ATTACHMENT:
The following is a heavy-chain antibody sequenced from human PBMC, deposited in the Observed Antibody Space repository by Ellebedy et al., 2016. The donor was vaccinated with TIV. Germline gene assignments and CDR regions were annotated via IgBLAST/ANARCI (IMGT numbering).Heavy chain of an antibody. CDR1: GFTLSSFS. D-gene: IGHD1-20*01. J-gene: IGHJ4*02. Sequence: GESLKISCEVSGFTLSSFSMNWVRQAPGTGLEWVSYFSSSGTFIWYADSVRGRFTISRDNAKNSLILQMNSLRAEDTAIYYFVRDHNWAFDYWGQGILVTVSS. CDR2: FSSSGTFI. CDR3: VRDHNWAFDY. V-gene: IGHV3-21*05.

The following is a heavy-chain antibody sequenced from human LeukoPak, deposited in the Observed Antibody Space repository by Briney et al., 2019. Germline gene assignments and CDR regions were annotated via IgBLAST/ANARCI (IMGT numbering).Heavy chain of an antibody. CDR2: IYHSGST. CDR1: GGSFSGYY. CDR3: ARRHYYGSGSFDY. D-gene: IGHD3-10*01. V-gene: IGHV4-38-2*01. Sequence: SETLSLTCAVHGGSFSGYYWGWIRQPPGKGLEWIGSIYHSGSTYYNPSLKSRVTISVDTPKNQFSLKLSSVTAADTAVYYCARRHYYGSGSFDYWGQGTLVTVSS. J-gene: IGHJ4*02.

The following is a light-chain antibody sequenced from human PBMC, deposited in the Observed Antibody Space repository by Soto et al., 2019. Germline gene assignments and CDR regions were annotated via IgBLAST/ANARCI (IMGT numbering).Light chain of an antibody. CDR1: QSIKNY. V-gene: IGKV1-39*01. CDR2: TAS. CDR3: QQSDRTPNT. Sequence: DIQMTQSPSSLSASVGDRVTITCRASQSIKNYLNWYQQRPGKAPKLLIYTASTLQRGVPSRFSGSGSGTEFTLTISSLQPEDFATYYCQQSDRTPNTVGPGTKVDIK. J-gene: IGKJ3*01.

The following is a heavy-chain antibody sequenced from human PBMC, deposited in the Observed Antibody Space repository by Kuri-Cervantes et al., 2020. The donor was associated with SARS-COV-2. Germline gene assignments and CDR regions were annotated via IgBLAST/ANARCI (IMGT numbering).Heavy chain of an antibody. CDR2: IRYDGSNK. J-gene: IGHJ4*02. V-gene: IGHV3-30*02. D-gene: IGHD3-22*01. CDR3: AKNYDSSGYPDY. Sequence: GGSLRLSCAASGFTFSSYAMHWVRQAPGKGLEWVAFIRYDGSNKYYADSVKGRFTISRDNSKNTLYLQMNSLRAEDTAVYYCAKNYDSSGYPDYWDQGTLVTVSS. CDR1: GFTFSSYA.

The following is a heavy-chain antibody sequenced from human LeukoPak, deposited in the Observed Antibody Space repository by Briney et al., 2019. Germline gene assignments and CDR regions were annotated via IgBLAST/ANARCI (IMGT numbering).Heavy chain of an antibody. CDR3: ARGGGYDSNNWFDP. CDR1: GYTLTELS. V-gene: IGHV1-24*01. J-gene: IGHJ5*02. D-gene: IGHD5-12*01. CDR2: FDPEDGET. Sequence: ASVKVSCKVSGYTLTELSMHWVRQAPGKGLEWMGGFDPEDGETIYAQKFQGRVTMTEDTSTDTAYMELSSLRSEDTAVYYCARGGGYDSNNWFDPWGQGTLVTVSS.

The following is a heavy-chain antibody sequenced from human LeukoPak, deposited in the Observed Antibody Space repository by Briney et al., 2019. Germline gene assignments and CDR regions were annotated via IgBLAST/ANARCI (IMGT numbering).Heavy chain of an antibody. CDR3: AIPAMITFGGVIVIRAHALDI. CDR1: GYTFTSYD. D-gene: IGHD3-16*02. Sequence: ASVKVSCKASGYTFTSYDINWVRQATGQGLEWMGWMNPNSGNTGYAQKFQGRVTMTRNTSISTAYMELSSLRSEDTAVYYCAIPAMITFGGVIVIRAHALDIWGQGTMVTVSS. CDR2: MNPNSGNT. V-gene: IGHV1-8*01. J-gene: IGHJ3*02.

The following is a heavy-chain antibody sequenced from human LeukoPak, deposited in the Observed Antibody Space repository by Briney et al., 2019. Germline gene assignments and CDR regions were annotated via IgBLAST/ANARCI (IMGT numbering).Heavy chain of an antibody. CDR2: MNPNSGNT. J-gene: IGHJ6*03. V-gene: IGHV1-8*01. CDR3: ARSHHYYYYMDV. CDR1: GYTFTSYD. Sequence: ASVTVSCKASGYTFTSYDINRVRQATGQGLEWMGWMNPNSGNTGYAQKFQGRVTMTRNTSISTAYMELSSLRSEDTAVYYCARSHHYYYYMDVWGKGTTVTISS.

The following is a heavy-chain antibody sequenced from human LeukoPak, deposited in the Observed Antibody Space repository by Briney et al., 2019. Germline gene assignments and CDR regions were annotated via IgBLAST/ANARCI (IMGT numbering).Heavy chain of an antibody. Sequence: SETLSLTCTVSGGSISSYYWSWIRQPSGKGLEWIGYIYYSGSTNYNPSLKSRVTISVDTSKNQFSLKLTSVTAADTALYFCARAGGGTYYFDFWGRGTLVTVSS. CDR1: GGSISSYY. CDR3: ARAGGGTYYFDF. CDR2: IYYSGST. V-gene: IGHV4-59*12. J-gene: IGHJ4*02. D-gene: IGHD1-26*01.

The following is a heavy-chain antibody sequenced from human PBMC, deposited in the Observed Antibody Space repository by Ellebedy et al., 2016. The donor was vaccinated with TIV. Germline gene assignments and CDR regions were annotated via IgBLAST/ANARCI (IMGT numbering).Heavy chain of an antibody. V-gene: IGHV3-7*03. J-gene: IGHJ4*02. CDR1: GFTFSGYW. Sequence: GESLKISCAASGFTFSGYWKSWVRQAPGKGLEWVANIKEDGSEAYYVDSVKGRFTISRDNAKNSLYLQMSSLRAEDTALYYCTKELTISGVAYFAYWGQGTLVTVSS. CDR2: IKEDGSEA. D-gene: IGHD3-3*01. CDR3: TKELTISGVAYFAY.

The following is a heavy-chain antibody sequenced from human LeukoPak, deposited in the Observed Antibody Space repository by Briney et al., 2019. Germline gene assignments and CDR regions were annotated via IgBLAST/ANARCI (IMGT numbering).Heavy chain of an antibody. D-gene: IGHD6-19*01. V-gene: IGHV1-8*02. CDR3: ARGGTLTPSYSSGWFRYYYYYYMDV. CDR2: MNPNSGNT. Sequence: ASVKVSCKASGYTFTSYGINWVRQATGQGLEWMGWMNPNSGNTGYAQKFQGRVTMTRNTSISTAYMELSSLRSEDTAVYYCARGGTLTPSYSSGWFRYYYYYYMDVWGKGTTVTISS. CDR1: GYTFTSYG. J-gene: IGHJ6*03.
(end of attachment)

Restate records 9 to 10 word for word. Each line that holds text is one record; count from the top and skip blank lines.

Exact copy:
The following is a heavy-chain antibody sequenced from human PBMC, deposited in the Observed Antibody Space repository by Ellebedy et al., 2016. The donor was vaccinated with TIV. Germline gene assignments and CDR regions were annotated via IgBLAST/ANARCI (IMGT numbering).Heavy chain of an antibody. V-gene: IGHV3-7*03. J-gene: IGHJ4*02. CDR1: GFTFSGYW. Sequence: GESLKISCAASGFTFSGYWKSWVRQAPGKGLEWVANIKEDGSEAYYVDSVKGRFTISRDNAKNSLYLQMSSLRAEDTALYYCTKELTISGVAYFAYWGQGTLVTVSS. CDR2: IKEDGSEA. D-gene: IGHD3-3*01. CDR3: TKELTISGVAYFAY.

The following is a heavy-chain antibody sequenced from human LeukoPak, deposited in the Observed Antibody Space repository by Briney et al., 2019. Germline gene assignments and CDR regions were annotated via IgBLAST/ANARCI (IMGT numbering).Heavy chain of an antibody. D-gene: IGHD6-19*01. V-gene: IGHV1-8*02. CDR3: ARGGTLTPSYSSGWFRYYYYYYMDV. CDR2: MNPNSGNT. Sequence: ASVKVSCKASGYTFTSYGINWVRQATGQGLEWMGWMNPNSGNTGYAQKFQGRVTMTRNTSISTAYMELSSLRSEDTAVYYCARGGTLTPSYSSGWFRYYYYYYMDVWGKGTTVTISS. CDR1: GYTFTSYG. J-gene: IGHJ6*03.